Here at Kino Creative we take the issue of web accessibility very seriously. Accessibility is all about ensuring your website can be used by everyone, not just the average person. For example a blind user will browse the web using a screen reader that reads the content of a site out loud. If a site uses images for navigation without a text alternative then the reader will fail as a computer doesn’t understand the content of an image.
Making a accessible websites takes additional time and effort to build so why should anyone bother?
It’s the law!
Since 1999 the Disability Discrimination Act made it a legal requirement for any website offering “goods, facilities, or services” to be accessible to disabled users. Failing to comply with these regulations could potentially leave you open to the threat of legal action.
More site visitors.
If your website is not accessible to people with disabilities then you are effectively blocking their access to your site and therefore your business. Over 11% of the UK population have a disability that could affect their use of the internet, do you really want to close the door on around 6,700,000 potential visitors/customers?
Better browsing experience.
A well designed and accessible website not only lets more people visit your site, but can help to keep them coming back by making their visit more enjoyable. Accessible websites should be faster and easier to use and get visitors to the information they want with as little effort as possible.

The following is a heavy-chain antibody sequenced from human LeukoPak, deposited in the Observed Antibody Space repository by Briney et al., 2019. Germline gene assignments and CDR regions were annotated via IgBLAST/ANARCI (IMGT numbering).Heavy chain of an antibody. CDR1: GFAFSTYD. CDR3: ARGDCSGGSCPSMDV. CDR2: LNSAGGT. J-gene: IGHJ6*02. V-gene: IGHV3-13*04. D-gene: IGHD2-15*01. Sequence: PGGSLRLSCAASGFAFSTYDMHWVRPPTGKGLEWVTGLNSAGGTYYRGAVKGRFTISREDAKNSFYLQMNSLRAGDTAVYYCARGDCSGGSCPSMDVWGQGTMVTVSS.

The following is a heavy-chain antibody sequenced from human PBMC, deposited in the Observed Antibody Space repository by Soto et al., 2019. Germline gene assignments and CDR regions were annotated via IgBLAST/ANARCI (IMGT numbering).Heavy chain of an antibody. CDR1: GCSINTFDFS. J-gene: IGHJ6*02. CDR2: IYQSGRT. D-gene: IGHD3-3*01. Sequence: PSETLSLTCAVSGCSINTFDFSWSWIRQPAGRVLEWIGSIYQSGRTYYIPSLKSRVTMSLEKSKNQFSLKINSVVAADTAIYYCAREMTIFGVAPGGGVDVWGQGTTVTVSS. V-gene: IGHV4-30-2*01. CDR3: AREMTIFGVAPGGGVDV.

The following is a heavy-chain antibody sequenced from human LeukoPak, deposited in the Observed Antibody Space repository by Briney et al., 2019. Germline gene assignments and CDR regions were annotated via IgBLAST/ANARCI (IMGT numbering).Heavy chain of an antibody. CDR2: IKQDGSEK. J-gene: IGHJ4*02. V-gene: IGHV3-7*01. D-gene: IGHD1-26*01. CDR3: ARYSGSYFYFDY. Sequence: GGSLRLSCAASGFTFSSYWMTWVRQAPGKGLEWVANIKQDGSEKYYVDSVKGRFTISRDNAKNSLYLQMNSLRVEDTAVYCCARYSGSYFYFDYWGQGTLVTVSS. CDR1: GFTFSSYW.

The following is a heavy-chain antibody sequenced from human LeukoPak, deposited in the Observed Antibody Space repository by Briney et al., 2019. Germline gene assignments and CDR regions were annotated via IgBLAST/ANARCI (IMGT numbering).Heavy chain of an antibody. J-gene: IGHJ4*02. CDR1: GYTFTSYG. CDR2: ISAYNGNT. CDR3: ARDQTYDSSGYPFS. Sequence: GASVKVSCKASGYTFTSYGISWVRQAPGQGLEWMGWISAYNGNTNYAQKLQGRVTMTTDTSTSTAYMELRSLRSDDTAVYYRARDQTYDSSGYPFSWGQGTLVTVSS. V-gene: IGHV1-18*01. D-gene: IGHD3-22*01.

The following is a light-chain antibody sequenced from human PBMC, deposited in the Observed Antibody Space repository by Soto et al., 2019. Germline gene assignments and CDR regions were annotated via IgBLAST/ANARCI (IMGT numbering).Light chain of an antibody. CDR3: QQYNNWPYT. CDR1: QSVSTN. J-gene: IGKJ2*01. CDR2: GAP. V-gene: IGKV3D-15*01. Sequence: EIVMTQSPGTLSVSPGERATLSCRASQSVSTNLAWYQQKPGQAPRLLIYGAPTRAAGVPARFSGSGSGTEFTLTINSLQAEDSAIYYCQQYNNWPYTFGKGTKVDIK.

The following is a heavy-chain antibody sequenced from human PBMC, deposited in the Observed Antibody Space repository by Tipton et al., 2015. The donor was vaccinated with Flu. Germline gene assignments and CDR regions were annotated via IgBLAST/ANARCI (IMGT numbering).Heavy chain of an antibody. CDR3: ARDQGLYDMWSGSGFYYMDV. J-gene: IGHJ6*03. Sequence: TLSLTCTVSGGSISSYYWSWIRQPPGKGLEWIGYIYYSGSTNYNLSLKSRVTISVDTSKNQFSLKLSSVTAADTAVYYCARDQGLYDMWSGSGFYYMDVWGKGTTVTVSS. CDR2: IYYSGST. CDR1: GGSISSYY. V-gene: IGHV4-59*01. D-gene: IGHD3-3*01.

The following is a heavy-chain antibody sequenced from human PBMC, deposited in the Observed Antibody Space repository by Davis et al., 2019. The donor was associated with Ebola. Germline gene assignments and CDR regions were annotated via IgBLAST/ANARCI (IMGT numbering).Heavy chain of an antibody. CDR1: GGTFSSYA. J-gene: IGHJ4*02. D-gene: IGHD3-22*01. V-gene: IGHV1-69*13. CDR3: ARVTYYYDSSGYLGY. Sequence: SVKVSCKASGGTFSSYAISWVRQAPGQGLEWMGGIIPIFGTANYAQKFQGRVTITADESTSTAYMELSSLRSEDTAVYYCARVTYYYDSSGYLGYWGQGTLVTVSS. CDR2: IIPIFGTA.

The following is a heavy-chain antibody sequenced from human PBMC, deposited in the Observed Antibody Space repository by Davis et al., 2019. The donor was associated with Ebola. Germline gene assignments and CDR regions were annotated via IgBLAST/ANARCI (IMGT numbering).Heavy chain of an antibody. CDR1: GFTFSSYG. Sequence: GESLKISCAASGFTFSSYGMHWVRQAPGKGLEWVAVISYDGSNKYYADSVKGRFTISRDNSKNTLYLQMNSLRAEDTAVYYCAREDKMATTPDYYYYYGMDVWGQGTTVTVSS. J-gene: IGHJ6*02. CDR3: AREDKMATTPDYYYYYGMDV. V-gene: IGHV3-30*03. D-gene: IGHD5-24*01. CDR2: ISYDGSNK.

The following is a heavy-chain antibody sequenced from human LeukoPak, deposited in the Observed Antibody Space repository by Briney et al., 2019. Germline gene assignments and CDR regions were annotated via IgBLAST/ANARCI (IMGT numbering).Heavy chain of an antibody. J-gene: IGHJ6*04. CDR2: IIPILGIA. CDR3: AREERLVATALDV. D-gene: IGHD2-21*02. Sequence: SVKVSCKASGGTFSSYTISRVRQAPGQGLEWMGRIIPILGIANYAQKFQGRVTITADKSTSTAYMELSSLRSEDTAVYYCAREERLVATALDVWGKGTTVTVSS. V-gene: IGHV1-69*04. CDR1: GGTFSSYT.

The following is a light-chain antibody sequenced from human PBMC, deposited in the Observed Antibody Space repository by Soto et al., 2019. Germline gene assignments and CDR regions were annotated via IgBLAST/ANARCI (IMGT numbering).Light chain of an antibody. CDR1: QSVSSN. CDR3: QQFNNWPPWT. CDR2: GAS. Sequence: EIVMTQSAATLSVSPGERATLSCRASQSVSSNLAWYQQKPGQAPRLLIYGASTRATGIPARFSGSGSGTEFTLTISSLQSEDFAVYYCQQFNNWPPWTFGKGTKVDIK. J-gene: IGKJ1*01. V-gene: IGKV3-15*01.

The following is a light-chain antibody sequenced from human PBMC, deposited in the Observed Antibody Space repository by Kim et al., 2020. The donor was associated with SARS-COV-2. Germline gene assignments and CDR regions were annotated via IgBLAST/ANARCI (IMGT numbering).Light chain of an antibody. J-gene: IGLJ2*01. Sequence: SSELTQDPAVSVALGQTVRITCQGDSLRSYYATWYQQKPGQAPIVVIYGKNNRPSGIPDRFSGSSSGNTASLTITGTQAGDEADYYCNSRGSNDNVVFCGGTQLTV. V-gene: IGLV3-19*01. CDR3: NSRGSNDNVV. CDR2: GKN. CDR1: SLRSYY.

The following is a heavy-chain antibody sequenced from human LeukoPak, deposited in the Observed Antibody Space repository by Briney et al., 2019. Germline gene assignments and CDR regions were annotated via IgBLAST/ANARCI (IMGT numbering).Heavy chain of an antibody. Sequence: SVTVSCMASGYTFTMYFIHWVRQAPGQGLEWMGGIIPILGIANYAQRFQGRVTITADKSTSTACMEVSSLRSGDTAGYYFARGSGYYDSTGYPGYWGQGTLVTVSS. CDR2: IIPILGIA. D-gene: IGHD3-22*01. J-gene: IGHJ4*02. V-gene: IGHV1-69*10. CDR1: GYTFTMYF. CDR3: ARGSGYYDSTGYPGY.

Google likes it.
If a website is accessible to humans then there is a good chance that it is accessible to Google too. Just as a screen reader can’t interpret the contents of an image, neither can the Google bots that crawl the web searching websites. A well designed accessible website will result in better Google rankings.
Improves your image.
No doubt it is important to you that your company projects the right image. An inaccessible website will give the impression that you don’t care about your visitors. Put your customers first and make your services available to everyone.
It’s not just a “disabled issue”.
In a society where the internet permeates all aspects of our lives, we are accessing it on a much wider variety of devices such as mobile phones and web TV. These alternative browsers can suffer from many of the same problems as screen readers and text only browsers intended for disabled users. A fully accessible website should work across all devices.
Taking in the list above which doesn’t even begin to touch on the moral issue, perhaps the question shouldn’t be “why make your site accessible” but rather “why would you not make your site accessible”.